What does the EU want – diversification of gas supplies or talking about it?

What does the EU want – diversification of gas supplies or talking about it?

The European Union is interested in supplying natural gas from the Caspian region – Azerbaijan and Turkmenistan. This is reported by the Azerbaijani media with reference to the European Commission.

“As part of its security policy, the EU may be interested in further gas supplies from the Caspian Sea (for example, from new, not yet explored fields in Azerbaijan or from Turkmenistan), under suitable conditions,” a source in the European Commission quoted the media.

It should be noted here that in recent years, the EU’s role in diversifying its market has been reduced to periodic verbal encouragement of natural gas suppliers in their quest for the European market. As a rule, these appeals are all limited. This means that Europe has no problems with gas supply.

The blue fuel supplied by Gazprom, Algeria, Qatar, and now the United States, is enough to provide European consumers for many, many years. But to ensure gas supply for many decades to come, we need to tell everyone that the main thing is to diversify supplies and that there is enough room on the European market.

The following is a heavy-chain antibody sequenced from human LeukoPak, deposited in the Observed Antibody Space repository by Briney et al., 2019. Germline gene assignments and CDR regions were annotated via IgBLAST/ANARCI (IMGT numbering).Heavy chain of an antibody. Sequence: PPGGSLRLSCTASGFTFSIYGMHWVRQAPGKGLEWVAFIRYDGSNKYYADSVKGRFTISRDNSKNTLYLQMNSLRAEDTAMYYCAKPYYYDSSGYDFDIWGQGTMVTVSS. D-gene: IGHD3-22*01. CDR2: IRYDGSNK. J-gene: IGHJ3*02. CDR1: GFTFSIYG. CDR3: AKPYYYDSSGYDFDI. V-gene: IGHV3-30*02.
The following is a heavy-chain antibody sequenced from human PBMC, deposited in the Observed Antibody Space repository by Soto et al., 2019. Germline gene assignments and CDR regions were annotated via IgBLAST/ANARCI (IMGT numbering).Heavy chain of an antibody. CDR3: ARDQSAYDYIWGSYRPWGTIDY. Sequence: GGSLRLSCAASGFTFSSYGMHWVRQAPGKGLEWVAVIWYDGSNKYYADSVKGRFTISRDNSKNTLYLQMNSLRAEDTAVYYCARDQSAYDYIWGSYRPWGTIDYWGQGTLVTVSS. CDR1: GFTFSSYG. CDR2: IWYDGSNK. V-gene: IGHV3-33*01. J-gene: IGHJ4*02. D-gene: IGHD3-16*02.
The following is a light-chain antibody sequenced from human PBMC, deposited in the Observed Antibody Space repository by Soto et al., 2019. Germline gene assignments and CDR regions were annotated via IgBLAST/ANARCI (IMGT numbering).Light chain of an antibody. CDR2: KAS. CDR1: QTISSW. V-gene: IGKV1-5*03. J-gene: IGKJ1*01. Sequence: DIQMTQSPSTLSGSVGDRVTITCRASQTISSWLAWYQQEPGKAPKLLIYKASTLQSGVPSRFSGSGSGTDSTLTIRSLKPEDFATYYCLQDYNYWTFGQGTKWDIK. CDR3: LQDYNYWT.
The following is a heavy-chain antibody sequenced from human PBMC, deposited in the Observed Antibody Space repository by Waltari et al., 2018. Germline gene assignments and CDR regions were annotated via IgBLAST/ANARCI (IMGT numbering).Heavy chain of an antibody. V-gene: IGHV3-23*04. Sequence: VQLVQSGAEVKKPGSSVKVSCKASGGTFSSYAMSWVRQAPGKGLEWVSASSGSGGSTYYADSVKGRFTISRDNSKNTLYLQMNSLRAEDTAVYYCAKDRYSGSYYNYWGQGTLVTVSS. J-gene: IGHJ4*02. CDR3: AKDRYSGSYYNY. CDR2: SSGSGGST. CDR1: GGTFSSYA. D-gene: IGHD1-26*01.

There is a feeling that these conversations are no longer conducted in order for new suppliers to aspire to the Old World, but in order for old suppliers not to relax. In purely everyday terms, this position can be understood. Less hassle. Well, and if someone believes that Europe needs diversification of gas supplies, they can wait a bit.

Therefore, such periodic statements from the EU should be treated with understanding. It is like an obligatory protocol ceremony. The fact is that when Europeans actually need Turkmen gas, they will not be limited to appeals and statements about the benefit of diversification, but will take up the work for real.

For now, it is easier for Turkmen gas to enter the European market through the Russian gas transmission system – Gazprom has resumed gas purchases in Turkmenistan. And this way today is more preferable than the Southern Gas Corridor, for the simple reason that there is no need to build a pipeline across the Caspian Sea.

We can all agree that this option saves money, time and nerves. Does it really matter how your gas enters the world market, through Uzbekistan, Kazakhstan and Russia, or through Azerbaijan, Georgia and Turkey.

And then, diversification of European gas supply should be more interesting for Brussels, not Ashgabat.


Nury AMANOV